Divorce & Family Law: August 2020 Archives

Can a judge order that a retirement account be divided equally between the parties as of the date of their divorce if one party made contributions to that account after the parties separated but before the date of divorce?

This issue was examined by the Appeals Court in the recent case, Hoy v. Hoy. In that case, the wife was the primary wage earner during the parties' long-term marriage and the trial judge in the divorce found that the husband was in need of alimony. However, because the wife's income was substantially reduced by the time of the trial, the judge did not order her to pay alimony. Instead, the judge noted that the issue of alimony could be brought back before the Court and modified at a later date and ordered the wife to provide the husband with notice if her income increased by more than 5%. Additionally. the judge awarded the husband slightly more than half of the marital assets, including half of the wife's retirement accounts accrued over length of the marriage and more than half of the proceeds of the sale of the marital home.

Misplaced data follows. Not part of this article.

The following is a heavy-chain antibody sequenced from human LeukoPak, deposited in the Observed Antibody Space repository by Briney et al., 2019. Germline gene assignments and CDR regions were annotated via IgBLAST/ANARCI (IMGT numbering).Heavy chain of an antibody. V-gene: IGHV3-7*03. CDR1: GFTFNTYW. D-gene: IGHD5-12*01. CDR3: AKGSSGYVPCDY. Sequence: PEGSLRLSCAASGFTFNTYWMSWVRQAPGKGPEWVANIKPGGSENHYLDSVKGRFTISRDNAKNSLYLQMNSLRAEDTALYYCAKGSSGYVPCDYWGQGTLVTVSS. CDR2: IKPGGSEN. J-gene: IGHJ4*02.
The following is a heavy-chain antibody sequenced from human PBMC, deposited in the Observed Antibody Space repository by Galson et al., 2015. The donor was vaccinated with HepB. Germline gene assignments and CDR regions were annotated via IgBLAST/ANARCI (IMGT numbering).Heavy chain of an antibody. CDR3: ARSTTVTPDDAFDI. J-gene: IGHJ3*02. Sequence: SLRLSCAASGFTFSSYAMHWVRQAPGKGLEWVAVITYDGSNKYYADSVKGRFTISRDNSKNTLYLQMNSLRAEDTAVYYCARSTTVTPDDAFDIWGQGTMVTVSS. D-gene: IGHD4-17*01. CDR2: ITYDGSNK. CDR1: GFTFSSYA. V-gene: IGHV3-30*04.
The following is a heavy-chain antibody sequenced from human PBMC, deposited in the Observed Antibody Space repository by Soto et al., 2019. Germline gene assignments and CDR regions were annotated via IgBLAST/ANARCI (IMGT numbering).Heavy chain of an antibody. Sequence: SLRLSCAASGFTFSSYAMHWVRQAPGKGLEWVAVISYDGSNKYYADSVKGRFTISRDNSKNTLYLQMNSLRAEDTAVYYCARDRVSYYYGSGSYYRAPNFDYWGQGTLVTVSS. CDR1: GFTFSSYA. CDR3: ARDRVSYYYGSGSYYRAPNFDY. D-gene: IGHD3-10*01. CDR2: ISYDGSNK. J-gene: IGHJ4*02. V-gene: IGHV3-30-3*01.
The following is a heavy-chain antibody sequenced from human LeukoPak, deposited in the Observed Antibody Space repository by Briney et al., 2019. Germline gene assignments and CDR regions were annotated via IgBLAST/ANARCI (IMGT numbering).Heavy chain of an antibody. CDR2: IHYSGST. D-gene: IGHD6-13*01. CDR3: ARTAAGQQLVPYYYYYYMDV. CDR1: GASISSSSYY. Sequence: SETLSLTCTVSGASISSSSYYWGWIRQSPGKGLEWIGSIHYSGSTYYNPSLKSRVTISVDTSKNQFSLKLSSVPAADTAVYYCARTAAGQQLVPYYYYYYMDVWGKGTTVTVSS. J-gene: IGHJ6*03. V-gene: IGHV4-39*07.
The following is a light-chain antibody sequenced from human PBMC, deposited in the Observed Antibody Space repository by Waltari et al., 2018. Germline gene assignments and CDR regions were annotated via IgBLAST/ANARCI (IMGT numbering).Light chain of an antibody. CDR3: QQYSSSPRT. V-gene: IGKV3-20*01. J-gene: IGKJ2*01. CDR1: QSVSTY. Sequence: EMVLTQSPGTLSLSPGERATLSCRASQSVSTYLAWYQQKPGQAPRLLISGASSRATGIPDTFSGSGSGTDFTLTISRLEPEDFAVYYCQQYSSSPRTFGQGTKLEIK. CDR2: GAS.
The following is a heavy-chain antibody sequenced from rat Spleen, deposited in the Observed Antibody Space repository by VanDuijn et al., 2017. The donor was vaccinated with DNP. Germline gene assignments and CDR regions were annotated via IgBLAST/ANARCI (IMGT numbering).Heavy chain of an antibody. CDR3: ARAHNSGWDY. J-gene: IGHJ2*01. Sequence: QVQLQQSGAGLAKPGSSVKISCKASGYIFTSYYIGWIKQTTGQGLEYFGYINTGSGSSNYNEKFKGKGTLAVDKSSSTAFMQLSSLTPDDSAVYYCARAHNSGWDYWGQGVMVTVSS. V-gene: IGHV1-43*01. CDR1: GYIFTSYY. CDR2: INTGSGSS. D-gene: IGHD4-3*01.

Clarifying the Clear and Unequivocal Standard of Contempt in the Probate and Family Court

In a recent Rule 23 decision, the Appeals Court of Massachusetts upheld a finding of contempt against a father who, without the mother's consent, registered the children for soccer.

Are Non-Disparagement Clauses Constitutional?

Unfortunately, the emotionally charged circumstances of divorce and custody cases can create very difficult conditions for the parties and their children. On occasion, one or both parties will engage in disparaging behavior - calling the other party names in public and to third parties, making insulting comments on social media, and spreading disinformation within the community about the case and the other party.

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